Anyone with good stylistic design talent, vision, fortitude and a PC, can create a digital rendering to get the industry and enthusiasts excited. We have all seen that far too often.
The key lies in following that vision through. Many of us who readThe Engineer
have either had breakthrough ideas or come up with brilliant solutions to our automotive problems. But in today's climate, the question is, how can we turn our ideas into an industry?
The MC1 is one of these development stories. Without disclosing too much, the car is based on something very real. There are still tucked-away places in the UK pouring cash and labour into long-term dreams. Some of them are visible, and some are not… yet.
I have been fortunate enough to work with many talented engineers and designers in the UK. As the sole designer of the Ford Focus RS, and co-designer of the ST and S-Max, I am consistently impressed with the 'can-do' attitude of the UK auto industry. Having worked with companies such as Tickford, C2P, Ricardo, Concept Group, Mira and many of the dozens of job shops in the Midlands and Essex, I can say there is no lack of high-end expertise.
So what are we going to do now? Maybe we are in a second Renaissance? We must remember that companies like Jaguar, Aston and Morgan began in small job shops.
The MC1 began life as a self-funded 'springboard' concept from another project. The design process started the same as most: a few sketches, then straight into the digital model over package. The only difference was that the exterior surfacing was created in under three months, which by styling time standards, is incredibly quick. Of course, experts can see that this version is not yet 100 per cent feasible, but the powertrain and proportion packages are there.
First, the design style must be unique, fresh, clear and very professional. The second key lies in selling the concept. And by using software, specifically Alias, as a design surfacing tool and DeltaGen for rendering and animation, we've been able to display our creations in the most realistic way possible without incurring the costs of developing a full-size model.
This is especially useful to companies who may have a fully working prototype, but no great style as yet, or for established firms who have a proven product and are ready for a new look.
Despite this, I believe that clay model development will be with us until the digital world can completely fool our senses. I am a strong digital proponent, but I also need to touch and sculpt my visions. There are software tools which are getting close, such as interactive 3D sensory powerwalls and 'blue caves', but we can still see through these. Normally, when the digital model is as far as we can comfortably take it, we mill it out 1:1 in clay for continuation.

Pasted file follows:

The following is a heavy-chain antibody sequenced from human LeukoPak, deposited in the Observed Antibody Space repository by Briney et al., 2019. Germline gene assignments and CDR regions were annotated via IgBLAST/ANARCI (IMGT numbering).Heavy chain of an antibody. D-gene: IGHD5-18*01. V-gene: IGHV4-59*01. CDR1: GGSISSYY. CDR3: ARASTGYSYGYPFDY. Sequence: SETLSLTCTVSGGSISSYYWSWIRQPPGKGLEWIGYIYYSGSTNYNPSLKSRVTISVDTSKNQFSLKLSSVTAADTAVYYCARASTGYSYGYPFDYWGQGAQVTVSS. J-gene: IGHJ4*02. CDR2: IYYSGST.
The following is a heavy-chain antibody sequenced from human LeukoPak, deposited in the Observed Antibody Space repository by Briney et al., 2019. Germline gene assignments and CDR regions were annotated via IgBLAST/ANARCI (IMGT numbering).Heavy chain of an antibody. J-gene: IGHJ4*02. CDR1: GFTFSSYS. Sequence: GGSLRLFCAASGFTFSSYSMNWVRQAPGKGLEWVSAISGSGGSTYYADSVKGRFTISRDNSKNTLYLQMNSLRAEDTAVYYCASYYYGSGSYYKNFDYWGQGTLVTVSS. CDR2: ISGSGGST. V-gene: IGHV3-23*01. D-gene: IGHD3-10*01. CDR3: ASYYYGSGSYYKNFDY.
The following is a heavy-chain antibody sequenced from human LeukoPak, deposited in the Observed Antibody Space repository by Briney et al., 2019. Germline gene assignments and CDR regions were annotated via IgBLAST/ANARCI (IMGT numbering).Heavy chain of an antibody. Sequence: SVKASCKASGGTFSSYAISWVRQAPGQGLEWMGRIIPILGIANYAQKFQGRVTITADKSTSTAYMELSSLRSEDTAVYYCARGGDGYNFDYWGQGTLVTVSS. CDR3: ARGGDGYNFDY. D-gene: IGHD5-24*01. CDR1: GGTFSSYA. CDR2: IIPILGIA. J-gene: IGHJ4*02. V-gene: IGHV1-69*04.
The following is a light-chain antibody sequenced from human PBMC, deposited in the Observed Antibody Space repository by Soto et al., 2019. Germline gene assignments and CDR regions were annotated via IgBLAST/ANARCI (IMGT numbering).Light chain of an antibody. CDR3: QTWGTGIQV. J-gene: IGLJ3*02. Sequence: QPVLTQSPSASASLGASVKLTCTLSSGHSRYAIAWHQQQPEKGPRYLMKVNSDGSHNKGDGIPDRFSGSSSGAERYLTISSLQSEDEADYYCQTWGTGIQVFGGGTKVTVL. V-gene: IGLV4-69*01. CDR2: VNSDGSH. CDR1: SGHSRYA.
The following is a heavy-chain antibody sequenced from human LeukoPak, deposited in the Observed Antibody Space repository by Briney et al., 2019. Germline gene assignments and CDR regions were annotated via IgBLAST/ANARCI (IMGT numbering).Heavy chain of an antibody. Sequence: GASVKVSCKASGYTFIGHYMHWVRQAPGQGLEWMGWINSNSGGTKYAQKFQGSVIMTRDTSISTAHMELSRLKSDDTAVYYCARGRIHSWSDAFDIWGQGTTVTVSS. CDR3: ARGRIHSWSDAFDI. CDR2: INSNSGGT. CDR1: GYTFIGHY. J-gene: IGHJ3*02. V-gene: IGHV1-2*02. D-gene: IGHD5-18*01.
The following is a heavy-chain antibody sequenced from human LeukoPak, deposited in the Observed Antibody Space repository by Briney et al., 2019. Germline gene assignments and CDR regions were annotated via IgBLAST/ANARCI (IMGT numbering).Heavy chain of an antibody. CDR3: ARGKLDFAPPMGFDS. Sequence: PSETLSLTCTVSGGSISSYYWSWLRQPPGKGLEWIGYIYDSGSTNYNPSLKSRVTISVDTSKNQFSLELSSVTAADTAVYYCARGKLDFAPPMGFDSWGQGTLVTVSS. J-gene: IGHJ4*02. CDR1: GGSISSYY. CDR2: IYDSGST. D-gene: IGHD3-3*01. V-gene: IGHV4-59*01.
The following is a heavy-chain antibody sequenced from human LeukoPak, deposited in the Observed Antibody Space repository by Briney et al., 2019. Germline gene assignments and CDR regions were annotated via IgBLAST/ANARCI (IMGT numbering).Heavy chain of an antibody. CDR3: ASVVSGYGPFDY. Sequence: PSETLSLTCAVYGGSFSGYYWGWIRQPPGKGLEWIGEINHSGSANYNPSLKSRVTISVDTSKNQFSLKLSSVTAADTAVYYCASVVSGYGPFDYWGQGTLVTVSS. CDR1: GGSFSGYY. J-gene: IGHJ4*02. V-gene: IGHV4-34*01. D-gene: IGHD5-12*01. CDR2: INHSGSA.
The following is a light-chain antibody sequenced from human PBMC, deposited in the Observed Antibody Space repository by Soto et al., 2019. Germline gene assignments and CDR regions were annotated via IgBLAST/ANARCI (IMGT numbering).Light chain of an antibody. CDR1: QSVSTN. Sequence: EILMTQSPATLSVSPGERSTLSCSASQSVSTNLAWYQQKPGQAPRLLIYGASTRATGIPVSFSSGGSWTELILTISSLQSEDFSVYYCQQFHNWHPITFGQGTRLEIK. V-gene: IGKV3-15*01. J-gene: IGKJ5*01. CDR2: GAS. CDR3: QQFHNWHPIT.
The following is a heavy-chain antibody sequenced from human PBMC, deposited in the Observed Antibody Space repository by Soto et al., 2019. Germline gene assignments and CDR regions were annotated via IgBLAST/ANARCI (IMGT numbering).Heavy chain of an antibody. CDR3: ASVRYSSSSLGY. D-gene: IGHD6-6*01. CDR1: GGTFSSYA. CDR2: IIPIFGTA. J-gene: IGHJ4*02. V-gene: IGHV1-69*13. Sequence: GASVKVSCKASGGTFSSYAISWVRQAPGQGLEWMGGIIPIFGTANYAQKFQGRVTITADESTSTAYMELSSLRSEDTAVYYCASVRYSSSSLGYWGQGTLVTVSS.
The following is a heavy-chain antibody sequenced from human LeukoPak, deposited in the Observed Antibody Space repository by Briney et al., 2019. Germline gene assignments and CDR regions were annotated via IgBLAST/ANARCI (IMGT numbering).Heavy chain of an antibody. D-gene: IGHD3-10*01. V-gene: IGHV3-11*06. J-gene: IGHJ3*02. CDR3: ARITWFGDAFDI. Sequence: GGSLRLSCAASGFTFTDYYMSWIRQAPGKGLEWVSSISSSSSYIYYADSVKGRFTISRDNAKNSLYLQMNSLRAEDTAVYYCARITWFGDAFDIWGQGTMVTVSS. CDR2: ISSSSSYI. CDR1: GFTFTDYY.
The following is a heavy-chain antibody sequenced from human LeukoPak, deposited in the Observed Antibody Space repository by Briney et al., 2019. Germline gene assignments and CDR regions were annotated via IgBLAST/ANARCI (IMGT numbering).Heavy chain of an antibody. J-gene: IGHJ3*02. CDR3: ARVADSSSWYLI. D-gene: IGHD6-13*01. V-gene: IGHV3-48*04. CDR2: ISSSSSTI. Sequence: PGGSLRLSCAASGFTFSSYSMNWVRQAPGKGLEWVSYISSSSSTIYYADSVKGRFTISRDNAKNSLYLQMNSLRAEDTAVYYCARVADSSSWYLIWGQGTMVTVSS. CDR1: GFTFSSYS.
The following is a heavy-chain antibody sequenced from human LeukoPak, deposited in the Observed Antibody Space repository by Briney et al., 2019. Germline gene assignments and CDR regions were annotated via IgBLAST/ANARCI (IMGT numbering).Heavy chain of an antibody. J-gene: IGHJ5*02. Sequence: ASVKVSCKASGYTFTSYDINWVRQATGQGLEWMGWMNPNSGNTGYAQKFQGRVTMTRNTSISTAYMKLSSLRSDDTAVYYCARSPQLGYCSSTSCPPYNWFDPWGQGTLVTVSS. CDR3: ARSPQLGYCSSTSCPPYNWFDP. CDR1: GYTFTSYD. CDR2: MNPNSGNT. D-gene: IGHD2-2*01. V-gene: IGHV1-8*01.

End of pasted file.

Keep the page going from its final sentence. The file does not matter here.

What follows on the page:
Once the digital technology can deceive our brains, we will have an opportunity to further speed up development times and reduce physical modelling costs. Fabricating clay models is not only expensive on materials but also on manpower. A clay buck can cost about £72,000 to build, depending on its complexity and longevity. The man hours smoothing that clay into 100 per cent feasibility consumes years and millions at most of the OEMs.
So, how to sell the dream before the start? The most cost-effective method is, of course, to not build a real design model. This is where the designer's skill and the software comes in. As an entrepreneur, it is difficult to find clients willing to put a concept on to the road. And it's not a cheap endeavour. So I prefer to partner with strong engineering firms who are willing to develop vehicles. If these cannot be found, the digital world can assist my pitch to find them.
This is where the UK auto industry's advantages — small and decisive teams, strong talent, and the can-do attitude — help to make my vehicles become reality. Several groups are getting cars on the road now and deserve credit: these include Ascari, Noble, Morgan and Aerial Atom.
As an independent designer, my job is to please my clients and sell my creations. It seems we are all looking for that rich Sheikh to come and sweep our beautiful dreams off its wheels, and if anyone knows one, please send him my way. Until then, we must sell our designs to ourselves and start expanding garage space — maybe that industry is in our own back gardens.
Automotive designer David Hilton, is the founder of Motorcity Europe, and developer of the MC1, a V-10 powered supercar that could be in production by 2011